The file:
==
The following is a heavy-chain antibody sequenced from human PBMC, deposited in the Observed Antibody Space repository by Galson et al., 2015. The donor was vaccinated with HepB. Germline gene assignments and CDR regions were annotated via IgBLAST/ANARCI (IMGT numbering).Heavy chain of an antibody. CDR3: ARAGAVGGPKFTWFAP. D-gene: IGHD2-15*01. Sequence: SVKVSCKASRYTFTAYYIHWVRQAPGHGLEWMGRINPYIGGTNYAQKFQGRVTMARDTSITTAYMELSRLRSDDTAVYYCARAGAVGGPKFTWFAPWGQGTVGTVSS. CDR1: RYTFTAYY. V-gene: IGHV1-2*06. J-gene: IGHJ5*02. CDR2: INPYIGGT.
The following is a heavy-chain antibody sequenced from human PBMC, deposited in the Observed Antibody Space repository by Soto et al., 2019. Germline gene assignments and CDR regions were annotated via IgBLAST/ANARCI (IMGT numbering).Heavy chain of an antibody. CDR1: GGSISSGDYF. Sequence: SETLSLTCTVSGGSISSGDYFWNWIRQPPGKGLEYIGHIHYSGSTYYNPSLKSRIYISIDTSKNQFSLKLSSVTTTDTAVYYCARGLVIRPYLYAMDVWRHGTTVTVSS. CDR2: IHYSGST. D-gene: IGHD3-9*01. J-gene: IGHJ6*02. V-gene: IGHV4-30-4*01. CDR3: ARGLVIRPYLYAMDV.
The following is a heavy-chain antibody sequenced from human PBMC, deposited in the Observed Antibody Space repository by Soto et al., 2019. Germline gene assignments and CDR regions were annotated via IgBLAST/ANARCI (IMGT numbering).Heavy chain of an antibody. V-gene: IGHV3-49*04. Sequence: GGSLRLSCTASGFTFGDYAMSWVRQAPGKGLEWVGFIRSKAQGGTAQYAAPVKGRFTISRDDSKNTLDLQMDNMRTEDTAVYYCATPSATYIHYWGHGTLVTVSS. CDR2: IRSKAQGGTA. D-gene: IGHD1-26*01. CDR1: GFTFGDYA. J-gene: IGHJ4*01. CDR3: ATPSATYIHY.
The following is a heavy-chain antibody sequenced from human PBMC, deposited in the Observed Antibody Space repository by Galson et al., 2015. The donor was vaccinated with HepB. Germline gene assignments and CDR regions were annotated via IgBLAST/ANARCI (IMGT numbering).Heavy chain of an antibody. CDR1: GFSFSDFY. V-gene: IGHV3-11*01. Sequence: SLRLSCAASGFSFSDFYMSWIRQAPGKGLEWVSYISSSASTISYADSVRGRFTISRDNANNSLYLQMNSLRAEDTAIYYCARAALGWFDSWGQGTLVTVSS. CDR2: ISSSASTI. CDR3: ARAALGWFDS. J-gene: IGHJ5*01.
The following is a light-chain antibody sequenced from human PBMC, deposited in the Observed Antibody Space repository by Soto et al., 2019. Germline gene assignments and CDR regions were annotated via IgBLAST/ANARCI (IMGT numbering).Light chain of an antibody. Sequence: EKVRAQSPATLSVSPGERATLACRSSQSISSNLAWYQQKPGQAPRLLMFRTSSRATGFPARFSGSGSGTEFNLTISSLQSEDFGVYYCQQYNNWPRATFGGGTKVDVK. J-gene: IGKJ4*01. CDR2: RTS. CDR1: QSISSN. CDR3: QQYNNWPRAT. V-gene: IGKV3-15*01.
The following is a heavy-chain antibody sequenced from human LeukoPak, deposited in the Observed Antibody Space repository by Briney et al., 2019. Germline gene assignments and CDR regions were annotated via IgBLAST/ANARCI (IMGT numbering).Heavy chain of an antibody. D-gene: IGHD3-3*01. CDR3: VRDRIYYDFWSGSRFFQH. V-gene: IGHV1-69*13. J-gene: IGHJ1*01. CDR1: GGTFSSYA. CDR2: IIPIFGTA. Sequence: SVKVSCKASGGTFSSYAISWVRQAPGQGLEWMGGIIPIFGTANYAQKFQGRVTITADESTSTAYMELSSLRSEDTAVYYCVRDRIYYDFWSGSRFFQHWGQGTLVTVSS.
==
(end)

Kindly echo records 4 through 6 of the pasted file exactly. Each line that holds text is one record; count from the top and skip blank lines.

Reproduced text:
The following is a heavy-chain antibody sequenced from human PBMC, deposited in the Observed Antibody Space repository by Galson et al., 2015. The donor was vaccinated with HepB. Germline gene assignments and CDR regions were annotated via IgBLAST/ANARCI (IMGT numbering).Heavy chain of an antibody. CDR1: GFSFSDFY. V-gene: IGHV3-11*01. Sequence: SLRLSCAASGFSFSDFYMSWIRQAPGKGLEWVSYISSSASTISYADSVRGRFTISRDNANNSLYLQMNSLRAEDTAIYYCARAALGWFDSWGQGTLVTVSS. CDR2: ISSSASTI. CDR3: ARAALGWFDS. J-gene: IGHJ5*01.
The following is a light-chain antibody sequenced from human PBMC, deposited in the Observed Antibody Space repository by Soto et al., 2019. Germline gene assignments and CDR regions were annotated via IgBLAST/ANARCI (IMGT numbering).Light chain of an antibody. Sequence: EKVRAQSPATLSVSPGERATLACRSSQSISSNLAWYQQKPGQAPRLLMFRTSSRATGFPARFSGSGSGTEFNLTISSLQSEDFGVYYCQQYNNWPRATFGGGTKVDVK. J-gene: IGKJ4*01. CDR2: RTS. CDR1: QSISSN. CDR3: QQYNNWPRAT. V-gene: IGKV3-15*01.
The following is a heavy-chain antibody sequenced from human LeukoPak, deposited in the Observed Antibody Space repository by Briney et al., 2019. Germline gene assignments and CDR regions were annotated via IgBLAST/ANARCI (IMGT numbering).Heavy chain of an antibody. D-gene: IGHD3-3*01. CDR3: VRDRIYYDFWSGSRFFQH. V-gene: IGHV1-69*13. J-gene: IGHJ1*01. CDR1: GGTFSSYA. CDR2: IIPIFGTA. Sequence: SVKVSCKASGGTFSSYAISWVRQAPGQGLEWMGGIIPIFGTANYAQKFQGRVTITADESTSTAYMELSSLRSEDTAVYYCVRDRIYYDFWSGSRFFQHWGQGTLVTVSS.